By Nicole Cotter

Village Stories: Loving Lumina

Hazel Cunningham, two years old, grabs her baby sister’s hand and squishes it into her face for a kiss. When she looks up, her big smile reveals just how precious baby Lumina is to her.


The Cunninghams’ first pregnancy, with Hazel, was a breeze. It was completely normal. So when they got pregnant the second time, they told everyone right away, assuming it would be the same. And when they went for their first ultrasound for their second baby they didn’t notice that the ultrasound technician became very quiet when he looked at their baby on the monitor. Dwayne and Angela left their appointment gushing over their ultrasound pictures and unaware that anything was out of the ordinary.

But soon they received a call from their midwife. Dwayne and Angela took the call on speaker phone. The midwife told them that the ultrasound showed signs of hydrocephalus — an enlargement of the ventricle within the brainstem due to excessive fluid. Their baby’s condition was so rare that the midwife didn’t know much about it. A second ultrasound a week later confirmed it all.

With very little information about their baby’s condition, Dwayne and Angela left the second ultrasound feeling like the wind had been knocked out of them. They headed to Queen Elizabeth Park for a walk. It was a beautiful day but their hearts were aching. They prayed loudly and openly together. They cried together.

‘We thought our baby was going to die…that it was imminent,’ says Angela.

For the next seven weeks, Angela and Dwayne were in and out of doctors’ and specialists’ offices, learning more and more about their baby’s condition. When they found out their baby was a girl they knew they would call her Lumina.

At 23 weeks into the pregnancy they were given a diagnosis for their baby girl: Walker-Warburg syndrome. It’s a degenerative disease characterized by muscular dystrophy, hydrocephalus, and abnormal brain development.

Along with the diagnosis came a lot of negative information about Lumina’s life expectancy and what her life would be like. Doctors told the Cunninghams that Lumina would likely have 50 to 60 seizures a day and wouldn’t know much else.

Soon medical professionals were asking them if they would terminate the pregnancy. That option was put on the table for them again and again, so they considered it.

They desperately wanted to have their baby, but they struggled with whether it might be more merciful to terminate. They concluded that they would, but when they called to set up the appointment they couldn’t go through with it.

As they thought it through they kept coming back to the fact that they just wanted to have their baby. They prayed and prayed for God to give her to them thinking, “If God will give her to us, and we can hold her and love her for a time, then thank you Jesus.” That’s all they hoped for.

Up until the last weeks of Angela’s pregnancy doctors were preparing the Cunninghams for Lumina’s death. “There were all these conversations about how we shouldn’t try to support her life when she is born. It was very difficult,” says Angela. “Then at some point we just decided that it wasn’t up to them. We decided that it was up to God whether He was going to give her to us or not.”

Lumina came into the world crying, and Dwayne and Angela cried for joy. “She was a premature baby and she needed help, but she was doing so well,” Angela says.

It was so amazing to have her and to hold her.

With one surgery under her belt and only three and a half weeks on earth, Lumina was able to go home. There are definitely challenges involved in taking care of Lumina, but Dwayne and Angela cherish this special and amazing time. Ultimately, Lumina’s diagnosis means she will likely pass away much sooner than they want, but the Cunninghams are so grateful for the amazing gift that she is and how she’s changed their lives.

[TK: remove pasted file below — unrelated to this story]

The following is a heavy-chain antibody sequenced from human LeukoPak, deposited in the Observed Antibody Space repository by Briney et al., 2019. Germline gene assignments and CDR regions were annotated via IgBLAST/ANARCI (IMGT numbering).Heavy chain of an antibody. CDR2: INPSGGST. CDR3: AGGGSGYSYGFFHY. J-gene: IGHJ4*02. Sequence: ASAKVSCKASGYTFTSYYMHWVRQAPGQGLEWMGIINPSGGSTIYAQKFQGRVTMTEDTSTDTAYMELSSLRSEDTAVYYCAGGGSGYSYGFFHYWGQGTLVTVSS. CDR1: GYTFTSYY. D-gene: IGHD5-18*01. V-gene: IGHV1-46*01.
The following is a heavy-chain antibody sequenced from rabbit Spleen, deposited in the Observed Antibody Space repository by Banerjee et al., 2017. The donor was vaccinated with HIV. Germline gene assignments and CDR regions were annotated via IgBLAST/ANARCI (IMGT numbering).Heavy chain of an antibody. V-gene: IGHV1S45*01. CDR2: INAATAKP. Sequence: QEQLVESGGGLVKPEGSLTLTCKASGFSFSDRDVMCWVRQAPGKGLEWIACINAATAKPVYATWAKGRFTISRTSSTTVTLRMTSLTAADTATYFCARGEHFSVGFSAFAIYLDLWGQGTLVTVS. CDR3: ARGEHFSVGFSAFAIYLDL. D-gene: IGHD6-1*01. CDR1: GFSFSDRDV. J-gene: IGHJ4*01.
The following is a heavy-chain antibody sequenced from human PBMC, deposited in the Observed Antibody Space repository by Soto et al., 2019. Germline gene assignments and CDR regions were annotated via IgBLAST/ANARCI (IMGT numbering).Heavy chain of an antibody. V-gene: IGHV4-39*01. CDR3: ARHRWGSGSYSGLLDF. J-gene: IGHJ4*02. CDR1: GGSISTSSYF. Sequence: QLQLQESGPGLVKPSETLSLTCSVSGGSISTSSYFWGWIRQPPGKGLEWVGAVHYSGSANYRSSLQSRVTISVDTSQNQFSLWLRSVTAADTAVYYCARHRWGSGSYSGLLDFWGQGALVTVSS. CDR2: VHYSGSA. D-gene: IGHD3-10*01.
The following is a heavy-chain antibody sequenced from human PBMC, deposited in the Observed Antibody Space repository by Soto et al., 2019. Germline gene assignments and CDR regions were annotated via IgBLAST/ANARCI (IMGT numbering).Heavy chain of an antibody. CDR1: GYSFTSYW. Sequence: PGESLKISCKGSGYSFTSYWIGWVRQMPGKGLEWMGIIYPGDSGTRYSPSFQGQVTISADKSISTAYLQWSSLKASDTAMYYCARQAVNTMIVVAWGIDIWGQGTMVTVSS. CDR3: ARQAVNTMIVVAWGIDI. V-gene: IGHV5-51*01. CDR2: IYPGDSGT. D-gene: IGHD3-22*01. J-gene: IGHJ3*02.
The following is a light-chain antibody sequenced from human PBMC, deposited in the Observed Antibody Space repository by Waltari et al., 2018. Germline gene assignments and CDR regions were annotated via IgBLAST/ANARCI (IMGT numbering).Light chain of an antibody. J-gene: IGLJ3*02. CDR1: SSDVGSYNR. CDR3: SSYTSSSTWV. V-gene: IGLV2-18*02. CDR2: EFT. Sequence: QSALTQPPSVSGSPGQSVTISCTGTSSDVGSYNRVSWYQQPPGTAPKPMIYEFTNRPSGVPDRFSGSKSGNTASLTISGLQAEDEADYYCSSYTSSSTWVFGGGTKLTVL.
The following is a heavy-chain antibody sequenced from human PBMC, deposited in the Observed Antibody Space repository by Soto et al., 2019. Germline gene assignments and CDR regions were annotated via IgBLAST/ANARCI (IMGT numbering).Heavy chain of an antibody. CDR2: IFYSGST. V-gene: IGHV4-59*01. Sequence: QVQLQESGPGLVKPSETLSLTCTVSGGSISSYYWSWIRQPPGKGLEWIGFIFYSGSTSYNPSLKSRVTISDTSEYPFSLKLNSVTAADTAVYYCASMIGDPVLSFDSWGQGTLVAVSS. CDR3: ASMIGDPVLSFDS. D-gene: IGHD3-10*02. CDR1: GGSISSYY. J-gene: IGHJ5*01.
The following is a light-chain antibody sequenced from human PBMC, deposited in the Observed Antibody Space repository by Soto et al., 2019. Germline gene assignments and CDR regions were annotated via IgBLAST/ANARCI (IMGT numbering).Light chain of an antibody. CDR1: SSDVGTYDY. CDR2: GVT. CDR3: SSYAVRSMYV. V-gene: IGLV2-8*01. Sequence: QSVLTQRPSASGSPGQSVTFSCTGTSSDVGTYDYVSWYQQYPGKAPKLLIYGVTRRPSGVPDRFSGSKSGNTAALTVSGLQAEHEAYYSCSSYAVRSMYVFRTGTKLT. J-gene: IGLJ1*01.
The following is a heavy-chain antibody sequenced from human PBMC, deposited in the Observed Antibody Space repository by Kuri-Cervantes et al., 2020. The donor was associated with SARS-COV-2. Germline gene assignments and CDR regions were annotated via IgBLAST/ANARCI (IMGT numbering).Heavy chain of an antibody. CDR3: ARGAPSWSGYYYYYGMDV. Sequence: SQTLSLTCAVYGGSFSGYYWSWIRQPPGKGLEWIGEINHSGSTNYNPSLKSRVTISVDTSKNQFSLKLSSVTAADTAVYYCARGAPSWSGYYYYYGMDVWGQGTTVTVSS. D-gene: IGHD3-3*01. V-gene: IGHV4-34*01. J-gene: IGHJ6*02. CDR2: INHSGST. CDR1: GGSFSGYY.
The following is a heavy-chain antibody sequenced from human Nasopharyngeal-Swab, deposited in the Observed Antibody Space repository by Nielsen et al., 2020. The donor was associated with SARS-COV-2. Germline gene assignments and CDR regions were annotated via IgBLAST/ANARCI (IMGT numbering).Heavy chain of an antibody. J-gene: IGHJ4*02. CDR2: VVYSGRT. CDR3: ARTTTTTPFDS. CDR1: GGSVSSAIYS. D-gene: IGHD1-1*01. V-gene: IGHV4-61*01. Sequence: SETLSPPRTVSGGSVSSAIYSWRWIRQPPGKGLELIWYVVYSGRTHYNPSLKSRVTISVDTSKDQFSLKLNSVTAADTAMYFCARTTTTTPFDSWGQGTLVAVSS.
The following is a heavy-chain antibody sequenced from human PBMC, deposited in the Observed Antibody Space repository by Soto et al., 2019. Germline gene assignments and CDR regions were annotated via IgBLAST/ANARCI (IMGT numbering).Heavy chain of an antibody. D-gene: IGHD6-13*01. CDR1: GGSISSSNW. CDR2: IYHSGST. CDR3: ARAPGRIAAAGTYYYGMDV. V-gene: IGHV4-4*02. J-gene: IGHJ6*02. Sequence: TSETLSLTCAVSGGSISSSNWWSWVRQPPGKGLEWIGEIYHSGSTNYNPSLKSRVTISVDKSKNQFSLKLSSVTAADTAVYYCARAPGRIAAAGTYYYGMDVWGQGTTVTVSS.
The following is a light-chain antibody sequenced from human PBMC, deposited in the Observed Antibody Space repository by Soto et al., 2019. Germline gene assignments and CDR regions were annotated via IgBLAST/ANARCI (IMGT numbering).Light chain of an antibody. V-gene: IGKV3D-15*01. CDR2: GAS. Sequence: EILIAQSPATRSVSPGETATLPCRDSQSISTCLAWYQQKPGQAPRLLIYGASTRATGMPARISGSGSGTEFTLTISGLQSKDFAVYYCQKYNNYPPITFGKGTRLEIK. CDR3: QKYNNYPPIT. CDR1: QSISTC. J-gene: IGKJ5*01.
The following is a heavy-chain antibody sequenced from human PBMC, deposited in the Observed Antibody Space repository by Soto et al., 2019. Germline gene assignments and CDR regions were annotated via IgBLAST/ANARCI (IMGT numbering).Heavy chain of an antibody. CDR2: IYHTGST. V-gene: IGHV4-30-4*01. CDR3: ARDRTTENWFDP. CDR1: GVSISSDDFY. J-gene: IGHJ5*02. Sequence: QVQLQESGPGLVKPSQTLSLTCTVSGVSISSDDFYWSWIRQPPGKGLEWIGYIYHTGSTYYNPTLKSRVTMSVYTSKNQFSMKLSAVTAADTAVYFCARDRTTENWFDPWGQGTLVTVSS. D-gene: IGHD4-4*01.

“Lumina has changed my heart,” Dwayne says. “I really believe God sent her. To me, that image is so beautiful because it makes my baby this wonderful warrior of God who’s here to change lives.”

During the weeks in the NICU, Dwayne liked to spend time with Lumina by reading scripture out loud to her. Since he’s still a fairly new Christian, many of the scriptures he was reading were new to him too. One of his favourites that he came across was Psalm 139. “It just resonated with truth and beauty for me,” he says. “God stitched her together. He knew all the days of her life before there were any. God knows Lumina perfectly, and always has.”

Angela says Lumina has brought her closer to God. “I think learning about Lumina and my pregnancy really made me understand how much I need God,” she says. “Before I always thought I was in control of my life. Even though I believed in God I didn’t really submit myself to His will.”

Although it’s not always easy, Dwayne and Angela try to take their cue from their older daughter. She’s helped them stay focused on the miracle that Lumina’s life is. “Like toddlers do, Hazel has this way of just exploding with happiness,” Angela says. “I see the joy she gets in Lumina, and I try to see through her eyes. Hazel doesn’t have any sadness about Lumina’s life.”

Which is why Lumina’s name is so fitting. Lumina Jubilee Cunningham. Lumina, meaning a portion of light. And Jubilee, “…because she’s a celebration. We celebrate her life and it’s a triumphant way to say ‘she’s here, and we’re happy’,” says Angela.

‘She’s changed everything.’

“For you formed my inward parts; 
you knitted me together in my mother’s womb.
I praise you, for I am fearfully and wonderfully made.
Wonderful are your works; 
my soul knows it very well.
My frame was not hidden from you,
when I was being made in secret, 
intricately woven in the depths of the earth.
Your eyes saw my unformed substance;
in your book were written, every one of them,
the days that were formed for me,
when as yet there was none of them.”

Psalm 139:13-16

Explore Village